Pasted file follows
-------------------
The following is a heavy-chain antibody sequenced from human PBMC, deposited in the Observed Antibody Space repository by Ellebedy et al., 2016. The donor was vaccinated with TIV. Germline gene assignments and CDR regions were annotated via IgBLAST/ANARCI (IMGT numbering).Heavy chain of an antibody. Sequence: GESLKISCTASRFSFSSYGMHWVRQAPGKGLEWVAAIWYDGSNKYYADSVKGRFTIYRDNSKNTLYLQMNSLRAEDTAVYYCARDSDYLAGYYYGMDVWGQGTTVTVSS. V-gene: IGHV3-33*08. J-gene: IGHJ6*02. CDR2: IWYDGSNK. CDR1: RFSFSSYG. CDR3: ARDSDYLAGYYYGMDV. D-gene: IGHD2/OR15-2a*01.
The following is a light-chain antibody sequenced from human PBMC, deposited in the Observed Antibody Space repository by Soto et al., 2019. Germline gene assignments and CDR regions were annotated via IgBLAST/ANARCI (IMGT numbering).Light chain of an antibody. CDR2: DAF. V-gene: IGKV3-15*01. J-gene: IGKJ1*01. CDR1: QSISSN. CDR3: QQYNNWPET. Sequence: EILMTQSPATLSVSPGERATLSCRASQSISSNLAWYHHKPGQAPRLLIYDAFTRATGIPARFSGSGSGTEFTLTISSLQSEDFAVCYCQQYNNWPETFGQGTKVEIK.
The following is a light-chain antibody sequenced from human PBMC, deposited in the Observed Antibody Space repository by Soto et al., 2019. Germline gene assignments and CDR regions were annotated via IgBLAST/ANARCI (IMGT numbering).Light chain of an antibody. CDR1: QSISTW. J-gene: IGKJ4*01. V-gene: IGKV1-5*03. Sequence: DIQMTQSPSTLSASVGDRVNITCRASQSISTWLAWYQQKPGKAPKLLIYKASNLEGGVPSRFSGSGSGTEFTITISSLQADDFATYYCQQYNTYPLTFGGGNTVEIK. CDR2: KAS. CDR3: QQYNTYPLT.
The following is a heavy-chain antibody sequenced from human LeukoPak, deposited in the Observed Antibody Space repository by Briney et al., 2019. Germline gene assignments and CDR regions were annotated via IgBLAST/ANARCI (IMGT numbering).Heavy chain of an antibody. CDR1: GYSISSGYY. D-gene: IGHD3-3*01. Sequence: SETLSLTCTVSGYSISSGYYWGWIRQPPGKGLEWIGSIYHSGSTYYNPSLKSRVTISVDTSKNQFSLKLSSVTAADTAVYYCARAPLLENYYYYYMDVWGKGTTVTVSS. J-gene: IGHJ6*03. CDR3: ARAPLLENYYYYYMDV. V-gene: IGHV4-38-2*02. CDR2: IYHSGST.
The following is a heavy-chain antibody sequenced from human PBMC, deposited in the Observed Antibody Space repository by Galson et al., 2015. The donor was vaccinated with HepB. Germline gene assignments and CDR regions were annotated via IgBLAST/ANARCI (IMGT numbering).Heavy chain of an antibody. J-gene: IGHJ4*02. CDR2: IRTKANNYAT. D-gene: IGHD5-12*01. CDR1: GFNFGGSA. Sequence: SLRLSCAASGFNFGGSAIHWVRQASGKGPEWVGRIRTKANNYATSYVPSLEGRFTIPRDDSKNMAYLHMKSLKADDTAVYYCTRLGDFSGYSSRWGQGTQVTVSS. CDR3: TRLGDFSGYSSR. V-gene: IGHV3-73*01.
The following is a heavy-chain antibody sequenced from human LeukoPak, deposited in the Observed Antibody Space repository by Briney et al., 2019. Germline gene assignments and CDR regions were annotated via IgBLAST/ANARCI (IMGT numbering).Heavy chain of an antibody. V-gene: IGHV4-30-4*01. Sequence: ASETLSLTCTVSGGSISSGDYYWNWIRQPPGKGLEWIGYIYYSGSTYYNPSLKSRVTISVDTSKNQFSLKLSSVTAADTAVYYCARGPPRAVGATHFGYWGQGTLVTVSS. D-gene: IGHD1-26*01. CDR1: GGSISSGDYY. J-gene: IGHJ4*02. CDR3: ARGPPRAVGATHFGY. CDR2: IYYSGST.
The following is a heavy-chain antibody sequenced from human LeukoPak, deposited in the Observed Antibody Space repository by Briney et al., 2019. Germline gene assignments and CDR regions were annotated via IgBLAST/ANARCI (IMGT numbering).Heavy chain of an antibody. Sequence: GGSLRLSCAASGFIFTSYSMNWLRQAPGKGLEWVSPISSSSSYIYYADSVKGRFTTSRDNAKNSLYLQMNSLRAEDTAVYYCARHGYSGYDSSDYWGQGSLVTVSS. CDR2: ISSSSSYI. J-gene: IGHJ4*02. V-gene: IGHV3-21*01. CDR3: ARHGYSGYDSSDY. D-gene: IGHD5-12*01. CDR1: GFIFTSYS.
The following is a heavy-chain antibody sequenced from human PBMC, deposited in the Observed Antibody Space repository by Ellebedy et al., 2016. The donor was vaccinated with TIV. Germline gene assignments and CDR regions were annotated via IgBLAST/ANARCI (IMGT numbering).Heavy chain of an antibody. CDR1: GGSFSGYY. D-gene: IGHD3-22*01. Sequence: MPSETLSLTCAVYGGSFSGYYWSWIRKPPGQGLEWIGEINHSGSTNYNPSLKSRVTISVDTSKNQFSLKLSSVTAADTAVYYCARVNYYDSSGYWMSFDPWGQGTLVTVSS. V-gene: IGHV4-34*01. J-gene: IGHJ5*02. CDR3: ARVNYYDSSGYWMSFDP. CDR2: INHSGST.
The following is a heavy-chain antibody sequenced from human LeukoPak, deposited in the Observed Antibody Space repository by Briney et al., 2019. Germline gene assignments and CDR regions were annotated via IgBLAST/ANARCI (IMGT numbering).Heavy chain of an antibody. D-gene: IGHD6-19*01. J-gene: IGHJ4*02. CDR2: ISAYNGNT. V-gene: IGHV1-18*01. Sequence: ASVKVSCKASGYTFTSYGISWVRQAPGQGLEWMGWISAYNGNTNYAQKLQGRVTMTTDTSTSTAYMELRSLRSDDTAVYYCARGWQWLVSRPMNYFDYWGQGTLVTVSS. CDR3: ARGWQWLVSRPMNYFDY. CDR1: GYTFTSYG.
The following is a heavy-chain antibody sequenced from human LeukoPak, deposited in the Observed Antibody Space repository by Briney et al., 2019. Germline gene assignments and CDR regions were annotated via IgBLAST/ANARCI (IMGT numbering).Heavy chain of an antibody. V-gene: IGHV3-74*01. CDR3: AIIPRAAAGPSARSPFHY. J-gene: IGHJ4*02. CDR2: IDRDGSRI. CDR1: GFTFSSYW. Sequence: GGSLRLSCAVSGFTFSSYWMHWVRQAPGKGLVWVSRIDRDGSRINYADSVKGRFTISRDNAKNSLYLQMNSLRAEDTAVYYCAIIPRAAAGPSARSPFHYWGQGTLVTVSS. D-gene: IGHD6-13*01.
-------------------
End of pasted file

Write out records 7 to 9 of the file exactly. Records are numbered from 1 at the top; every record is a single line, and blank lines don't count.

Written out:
The following is a heavy-chain antibody sequenced from human LeukoPak, deposited in the Observed Antibody Space repository by Briney et al., 2019. Germline gene assignments and CDR regions were annotated via IgBLAST/ANARCI (IMGT numbering).Heavy chain of an antibody. Sequence: GGSLRLSCAASGFIFTSYSMNWLRQAPGKGLEWVSPISSSSSYIYYADSVKGRFTTSRDNAKNSLYLQMNSLRAEDTAVYYCARHGYSGYDSSDYWGQGSLVTVSS. CDR2: ISSSSSYI. J-gene: IGHJ4*02. V-gene: IGHV3-21*01. CDR3: ARHGYSGYDSSDY. D-gene: IGHD5-12*01. CDR1: GFIFTSYS.
The following is a heavy-chain antibody sequenced from human PBMC, deposited in the Observed Antibody Space repository by Ellebedy et al., 2016. The donor was vaccinated with TIV. Germline gene assignments and CDR regions were annotated via IgBLAST/ANARCI (IMGT numbering).Heavy chain of an antibody. CDR1: GGSFSGYY. D-gene: IGHD3-22*01. Sequence: MPSETLSLTCAVYGGSFSGYYWSWIRKPPGQGLEWIGEINHSGSTNYNPSLKSRVTISVDTSKNQFSLKLSSVTAADTAVYYCARVNYYDSSGYWMSFDPWGQGTLVTVSS. V-gene: IGHV4-34*01. J-gene: IGHJ5*02. CDR3: ARVNYYDSSGYWMSFDP. CDR2: INHSGST.
The following is a heavy-chain antibody sequenced from human LeukoPak, deposited in the Observed Antibody Space repository by Briney et al., 2019. Germline gene assignments and CDR regions were annotated via IgBLAST/ANARCI (IMGT numbering).Heavy chain of an antibody. D-gene: IGHD6-19*01. J-gene: IGHJ4*02. CDR2: ISAYNGNT. V-gene: IGHV1-18*01. Sequence: ASVKVSCKASGYTFTSYGISWVRQAPGQGLEWMGWISAYNGNTNYAQKLQGRVTMTTDTSTSTAYMELRSLRSDDTAVYYCARGWQWLVSRPMNYFDYWGQGTLVTVSS. CDR3: ARGWQWLVSRPMNYFDY. CDR1: GYTFTSYG.